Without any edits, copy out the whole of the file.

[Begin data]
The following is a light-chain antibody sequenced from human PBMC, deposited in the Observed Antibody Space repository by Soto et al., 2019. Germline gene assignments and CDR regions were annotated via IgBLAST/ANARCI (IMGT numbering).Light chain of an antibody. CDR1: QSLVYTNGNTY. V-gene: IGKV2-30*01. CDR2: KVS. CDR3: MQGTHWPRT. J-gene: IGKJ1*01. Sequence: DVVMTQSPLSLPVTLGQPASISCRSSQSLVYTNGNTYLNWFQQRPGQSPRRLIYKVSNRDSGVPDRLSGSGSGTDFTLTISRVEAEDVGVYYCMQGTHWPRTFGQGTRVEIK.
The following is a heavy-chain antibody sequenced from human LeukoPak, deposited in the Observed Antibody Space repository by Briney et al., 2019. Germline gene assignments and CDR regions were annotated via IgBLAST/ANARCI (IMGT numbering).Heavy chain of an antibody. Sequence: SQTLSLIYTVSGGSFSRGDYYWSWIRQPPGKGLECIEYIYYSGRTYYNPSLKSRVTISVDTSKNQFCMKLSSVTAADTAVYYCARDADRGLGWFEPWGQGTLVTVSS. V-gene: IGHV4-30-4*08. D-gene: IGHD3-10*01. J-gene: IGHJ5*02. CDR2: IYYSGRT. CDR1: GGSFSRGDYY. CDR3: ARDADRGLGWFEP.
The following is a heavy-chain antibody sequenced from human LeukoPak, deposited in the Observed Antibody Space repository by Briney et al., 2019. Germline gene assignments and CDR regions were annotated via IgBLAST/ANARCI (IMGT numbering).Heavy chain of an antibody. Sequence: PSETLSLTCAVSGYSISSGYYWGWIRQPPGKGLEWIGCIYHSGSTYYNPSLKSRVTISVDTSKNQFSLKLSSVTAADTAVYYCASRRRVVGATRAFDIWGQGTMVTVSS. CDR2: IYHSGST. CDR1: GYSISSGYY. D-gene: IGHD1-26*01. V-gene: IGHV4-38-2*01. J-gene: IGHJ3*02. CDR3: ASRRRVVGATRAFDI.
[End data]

The following is a light-chain antibody sequenced from human PBMC, deposited in the Observed Antibody Space repository by Soto et al., 2019. Germline gene assignments and CDR regions were annotated via IgBLAST/ANARCI (IMGT numbering).Light chain of an antibody. CDR1: QSLVYTNGNTY. V-gene: IGKV2-30*01. CDR2: KVS. CDR3: MQGTHWPRT. J-gene: IGKJ1*01. Sequence: DVVMTQSPLSLPVTLGQPASISCRSSQSLVYTNGNTYLNWFQQRPGQSPRRLIYKVSNRDSGVPDRLSGSGSGTDFTLTISRVEAEDVGVYYCMQGTHWPRTFGQGTRVEIK.
The following is a heavy-chain antibody sequenced from human LeukoPak, deposited in the Observed Antibody Space repository by Briney et al., 2019. Germline gene assignments and CDR regions were annotated via IgBLAST/ANARCI (IMGT numbering).Heavy chain of an antibody. Sequence: SQTLSLIYTVSGGSFSRGDYYWSWIRQPPGKGLECIEYIYYSGRTYYNPSLKSRVTISVDTSKNQFCMKLSSVTAADTAVYYCARDADRGLGWFEPWGQGTLVTVSS. V-gene: IGHV4-30-4*08. D-gene: IGHD3-10*01. J-gene: IGHJ5*02. CDR2: IYYSGRT. CDR1: GGSFSRGDYY. CDR3: ARDADRGLGWFEP.
The following is a heavy-chain antibody sequenced from human LeukoPak, deposited in the Observed Antibody Space repository by Briney et al., 2019. Germline gene assignments and CDR regions were annotated via IgBLAST/ANARCI (IMGT numbering).Heavy chain of an antibody. Sequence: PSETLSLTCAVSGYSISSGYYWGWIRQPPGKGLEWIGCIYHSGSTYYNPSLKSRVTISVDTSKNQFSLKLSSVTAADTAVYYCASRRRVVGATRAFDIWGQGTMVTVSS. CDR2: IYHSGST. CDR1: GYSISSGYY. D-gene: IGHD1-26*01. V-gene: IGHV4-38-2*01. J-gene: IGHJ3*02. CDR3: ASRRRVVGATRAFDI.